Sunday, December 3, 2017

Easter Islands?

Easter Island's Rano Kao and the islets  
Motu Iti, Motu Nui, and Motu Kao Kao

Did you ever hear people to talk about the Easter Islands? No, it isn’t plural, it is singular. I must admit that I’ve heard it more often by Germans – Osterinseln (plural) instead of Osterinsel (singular). Why do these people use an incorrect plural?

You might argue that the small islands like Motu Iti, Motu Nui, and Motu Kao Kao are the cause for it, but I doubt that these persons even have heard about these islets. Or is the Island Salas y Gómez [1], which lies 391 km northeast of Easter Island, cause for this plural form? Salas y Gómez has been declared a nature sanctuary. It is lacking a constant source of freshwater. But it has been known to the Rapanuians [1]: “The Rapa Nui name for the island is Motu Motiro Hiva or Manu Motu Motiro Hiva, meaning (Bird's) Islet on the way to Hiva.” So, not Easter Island but Salas y Gómez marks the farthest point in the southeast of the Polynesian triangle. Still this has nothing to do with Admiral Roggeveen, who named the big island Easter Island – which leaves the question, why people use the plural, still unanswered.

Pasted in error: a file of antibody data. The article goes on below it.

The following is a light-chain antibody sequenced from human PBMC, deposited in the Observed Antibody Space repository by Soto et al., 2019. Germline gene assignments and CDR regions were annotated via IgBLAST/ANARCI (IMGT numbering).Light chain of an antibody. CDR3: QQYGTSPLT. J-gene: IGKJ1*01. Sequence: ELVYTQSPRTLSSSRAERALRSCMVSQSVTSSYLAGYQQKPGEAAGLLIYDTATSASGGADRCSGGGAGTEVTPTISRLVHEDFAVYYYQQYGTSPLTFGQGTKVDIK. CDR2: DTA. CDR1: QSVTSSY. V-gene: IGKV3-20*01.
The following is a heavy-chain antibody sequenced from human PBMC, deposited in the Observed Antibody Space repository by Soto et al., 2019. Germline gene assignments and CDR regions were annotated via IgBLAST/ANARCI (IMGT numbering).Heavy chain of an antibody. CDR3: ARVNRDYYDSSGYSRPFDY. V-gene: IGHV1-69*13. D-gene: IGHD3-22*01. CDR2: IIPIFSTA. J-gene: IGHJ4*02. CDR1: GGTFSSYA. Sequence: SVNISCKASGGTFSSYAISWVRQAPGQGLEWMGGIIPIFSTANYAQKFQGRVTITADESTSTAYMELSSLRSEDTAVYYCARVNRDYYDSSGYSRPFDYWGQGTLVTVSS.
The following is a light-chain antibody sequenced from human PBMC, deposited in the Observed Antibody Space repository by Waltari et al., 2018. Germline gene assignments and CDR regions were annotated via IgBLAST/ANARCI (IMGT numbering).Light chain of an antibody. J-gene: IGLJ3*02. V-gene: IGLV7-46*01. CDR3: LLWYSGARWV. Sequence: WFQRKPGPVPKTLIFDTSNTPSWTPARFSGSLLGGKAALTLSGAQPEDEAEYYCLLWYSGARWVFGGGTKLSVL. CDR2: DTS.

Maybe, we’d better leave Easter and look at Christmas, as there are Christmas islands. One Christmas Island lies in the Indian Ocean and is Australian territory [2]. The other Christmas Island is the atoll Kiritimati, which belongs to the Republic of Kiritimati. So, I guess it would be farfetched to assume that someone knows such facts on two equally named Christmas islands and then would be ignorant to Easter Island.

My guess is that people know about so many groups of islands in the Pacific that they presume that there has to be a group of islands called Easter Islands. They cannot imagine the remoteness of the one and only Easter Island. I hope that people will now use the correct forms: Easter Island or Osterinsel or even better Rapanui.

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